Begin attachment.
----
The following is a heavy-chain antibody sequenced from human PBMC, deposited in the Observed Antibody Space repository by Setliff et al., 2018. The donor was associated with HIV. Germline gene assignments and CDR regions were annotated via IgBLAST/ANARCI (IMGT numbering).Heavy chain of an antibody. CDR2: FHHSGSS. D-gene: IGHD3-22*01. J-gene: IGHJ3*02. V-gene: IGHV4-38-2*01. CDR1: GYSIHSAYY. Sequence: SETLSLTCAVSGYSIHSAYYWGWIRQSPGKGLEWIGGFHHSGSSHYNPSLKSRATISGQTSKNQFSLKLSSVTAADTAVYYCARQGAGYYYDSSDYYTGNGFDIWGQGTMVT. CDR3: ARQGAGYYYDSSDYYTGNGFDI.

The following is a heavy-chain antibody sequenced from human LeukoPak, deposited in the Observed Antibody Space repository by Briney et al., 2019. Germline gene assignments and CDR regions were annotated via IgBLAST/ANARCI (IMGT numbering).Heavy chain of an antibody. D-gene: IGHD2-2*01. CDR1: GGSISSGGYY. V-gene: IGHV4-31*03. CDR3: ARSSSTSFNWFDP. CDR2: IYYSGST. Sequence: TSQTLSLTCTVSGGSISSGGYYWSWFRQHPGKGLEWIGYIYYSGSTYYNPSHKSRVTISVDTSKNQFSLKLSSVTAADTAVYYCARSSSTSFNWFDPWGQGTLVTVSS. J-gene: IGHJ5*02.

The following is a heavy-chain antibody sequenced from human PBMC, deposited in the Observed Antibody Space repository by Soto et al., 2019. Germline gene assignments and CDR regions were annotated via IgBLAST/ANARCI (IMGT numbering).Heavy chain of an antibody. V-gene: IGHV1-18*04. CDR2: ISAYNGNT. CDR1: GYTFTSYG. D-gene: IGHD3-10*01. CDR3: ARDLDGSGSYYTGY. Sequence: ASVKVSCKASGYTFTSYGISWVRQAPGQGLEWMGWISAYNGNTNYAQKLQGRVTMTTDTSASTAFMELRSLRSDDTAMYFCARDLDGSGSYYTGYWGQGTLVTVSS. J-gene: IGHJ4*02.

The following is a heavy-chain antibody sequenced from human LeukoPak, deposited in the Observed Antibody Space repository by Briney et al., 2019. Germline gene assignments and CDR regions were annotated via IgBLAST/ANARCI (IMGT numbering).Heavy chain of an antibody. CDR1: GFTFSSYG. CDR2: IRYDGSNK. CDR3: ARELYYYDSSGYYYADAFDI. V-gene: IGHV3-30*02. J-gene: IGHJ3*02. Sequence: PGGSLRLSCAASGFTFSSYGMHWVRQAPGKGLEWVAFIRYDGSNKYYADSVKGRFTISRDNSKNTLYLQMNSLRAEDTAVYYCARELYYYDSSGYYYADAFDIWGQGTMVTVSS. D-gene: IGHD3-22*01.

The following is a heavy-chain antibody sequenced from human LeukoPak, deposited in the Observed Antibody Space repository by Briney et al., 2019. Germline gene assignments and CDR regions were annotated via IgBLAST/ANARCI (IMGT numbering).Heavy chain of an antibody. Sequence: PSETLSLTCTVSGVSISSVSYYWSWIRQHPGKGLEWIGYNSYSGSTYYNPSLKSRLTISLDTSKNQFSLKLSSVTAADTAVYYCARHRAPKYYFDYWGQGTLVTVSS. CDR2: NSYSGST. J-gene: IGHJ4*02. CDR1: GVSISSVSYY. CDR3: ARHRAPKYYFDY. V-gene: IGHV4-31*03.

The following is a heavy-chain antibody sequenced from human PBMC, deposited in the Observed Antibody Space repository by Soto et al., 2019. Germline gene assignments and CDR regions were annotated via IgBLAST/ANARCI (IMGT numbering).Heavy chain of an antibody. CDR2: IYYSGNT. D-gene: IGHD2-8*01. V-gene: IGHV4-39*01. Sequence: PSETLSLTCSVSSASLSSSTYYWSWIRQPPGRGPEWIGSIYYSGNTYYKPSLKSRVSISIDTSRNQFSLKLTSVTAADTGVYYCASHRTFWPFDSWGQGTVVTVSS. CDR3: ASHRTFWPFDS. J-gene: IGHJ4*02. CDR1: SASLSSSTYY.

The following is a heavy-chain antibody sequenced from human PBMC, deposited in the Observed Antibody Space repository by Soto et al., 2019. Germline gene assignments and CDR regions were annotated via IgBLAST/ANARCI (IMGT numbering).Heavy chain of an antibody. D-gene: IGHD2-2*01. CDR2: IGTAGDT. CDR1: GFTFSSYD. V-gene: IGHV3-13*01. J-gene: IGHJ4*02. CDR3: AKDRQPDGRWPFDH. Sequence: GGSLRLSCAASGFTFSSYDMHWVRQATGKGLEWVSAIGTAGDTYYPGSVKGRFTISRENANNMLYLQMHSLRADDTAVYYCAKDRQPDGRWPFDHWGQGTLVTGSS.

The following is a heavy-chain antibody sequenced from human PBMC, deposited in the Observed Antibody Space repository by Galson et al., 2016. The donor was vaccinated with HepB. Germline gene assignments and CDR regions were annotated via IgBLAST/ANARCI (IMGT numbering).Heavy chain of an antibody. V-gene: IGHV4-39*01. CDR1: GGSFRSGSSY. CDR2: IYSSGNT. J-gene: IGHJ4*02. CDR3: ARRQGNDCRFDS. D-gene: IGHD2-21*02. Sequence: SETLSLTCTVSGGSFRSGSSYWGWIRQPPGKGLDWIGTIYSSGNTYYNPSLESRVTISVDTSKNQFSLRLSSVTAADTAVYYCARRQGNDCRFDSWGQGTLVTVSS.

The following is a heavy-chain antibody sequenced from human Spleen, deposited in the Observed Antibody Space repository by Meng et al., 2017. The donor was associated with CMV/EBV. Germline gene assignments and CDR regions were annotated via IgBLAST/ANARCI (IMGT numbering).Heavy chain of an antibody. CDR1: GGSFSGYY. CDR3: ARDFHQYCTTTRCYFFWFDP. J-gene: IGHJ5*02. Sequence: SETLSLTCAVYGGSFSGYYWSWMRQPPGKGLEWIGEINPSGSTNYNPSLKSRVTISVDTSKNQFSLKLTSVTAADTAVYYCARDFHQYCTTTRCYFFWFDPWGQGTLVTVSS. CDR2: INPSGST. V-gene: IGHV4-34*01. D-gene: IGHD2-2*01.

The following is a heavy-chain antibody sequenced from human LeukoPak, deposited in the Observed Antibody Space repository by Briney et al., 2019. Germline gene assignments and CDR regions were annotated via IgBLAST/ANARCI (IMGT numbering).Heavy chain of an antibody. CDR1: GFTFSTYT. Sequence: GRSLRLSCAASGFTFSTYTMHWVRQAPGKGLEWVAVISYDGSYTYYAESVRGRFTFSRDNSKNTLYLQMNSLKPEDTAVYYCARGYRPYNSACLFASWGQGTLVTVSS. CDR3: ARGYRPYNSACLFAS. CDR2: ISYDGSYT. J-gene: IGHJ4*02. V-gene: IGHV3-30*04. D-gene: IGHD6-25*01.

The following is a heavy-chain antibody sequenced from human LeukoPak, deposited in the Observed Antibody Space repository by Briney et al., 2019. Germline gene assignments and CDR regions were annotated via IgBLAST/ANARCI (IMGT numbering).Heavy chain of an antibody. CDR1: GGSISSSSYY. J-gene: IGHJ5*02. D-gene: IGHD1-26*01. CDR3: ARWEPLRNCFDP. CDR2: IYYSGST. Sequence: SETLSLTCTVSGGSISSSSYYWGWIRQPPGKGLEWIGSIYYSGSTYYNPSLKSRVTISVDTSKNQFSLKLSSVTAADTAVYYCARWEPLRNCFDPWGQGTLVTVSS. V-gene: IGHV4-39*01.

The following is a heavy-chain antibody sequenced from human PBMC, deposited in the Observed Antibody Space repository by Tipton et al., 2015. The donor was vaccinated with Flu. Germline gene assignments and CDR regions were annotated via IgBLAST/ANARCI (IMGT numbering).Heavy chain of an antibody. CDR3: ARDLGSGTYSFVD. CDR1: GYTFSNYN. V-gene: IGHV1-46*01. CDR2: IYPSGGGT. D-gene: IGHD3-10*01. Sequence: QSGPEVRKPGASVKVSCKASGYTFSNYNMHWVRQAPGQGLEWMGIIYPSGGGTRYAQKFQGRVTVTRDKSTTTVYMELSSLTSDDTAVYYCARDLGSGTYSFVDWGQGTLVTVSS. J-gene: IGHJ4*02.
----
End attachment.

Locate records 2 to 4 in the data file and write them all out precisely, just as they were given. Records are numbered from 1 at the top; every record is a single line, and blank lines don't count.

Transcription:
The following is a heavy-chain antibody sequenced from human LeukoPak, deposited in the Observed Antibody Space repository by Briney et al., 2019. Germline gene assignments and CDR regions were annotated via IgBLAST/ANARCI (IMGT numbering).Heavy chain of an antibody. D-gene: IGHD2-2*01. CDR1: GGSISSGGYY. V-gene: IGHV4-31*03. CDR3: ARSSSTSFNWFDP. CDR2: IYYSGST. Sequence: TSQTLSLTCTVSGGSISSGGYYWSWFRQHPGKGLEWIGYIYYSGSTYYNPSHKSRVTISVDTSKNQFSLKLSSVTAADTAVYYCARSSSTSFNWFDPWGQGTLVTVSS. J-gene: IGHJ5*02.

The following is a heavy-chain antibody sequenced from human PBMC, deposited in the Observed Antibody Space repository by Soto et al., 2019. Germline gene assignments and CDR regions were annotated via IgBLAST/ANARCI (IMGT numbering).Heavy chain of an antibody. V-gene: IGHV1-18*04. CDR2: ISAYNGNT. CDR1: GYTFTSYG. D-gene: IGHD3-10*01. CDR3: ARDLDGSGSYYTGY. Sequence: ASVKVSCKASGYTFTSYGISWVRQAPGQGLEWMGWISAYNGNTNYAQKLQGRVTMTTDTSASTAFMELRSLRSDDTAMYFCARDLDGSGSYYTGYWGQGTLVTVSS. J-gene: IGHJ4*02.

The following is a heavy-chain antibody sequenced from human LeukoPak, deposited in the Observed Antibody Space repository by Briney et al., 2019. Germline gene assignments and CDR regions were annotated via IgBLAST/ANARCI (IMGT numbering).Heavy chain of an antibody. CDR1: GFTFSSYG. CDR2: IRYDGSNK. CDR3: ARELYYYDSSGYYYADAFDI. V-gene: IGHV3-30*02. J-gene: IGHJ3*02. Sequence: PGGSLRLSCAASGFTFSSYGMHWVRQAPGKGLEWVAFIRYDGSNKYYADSVKGRFTISRDNSKNTLYLQMNSLRAEDTAVYYCARELYYYDSSGYYYADAFDIWGQGTMVTVSS. D-gene: IGHD3-22*01.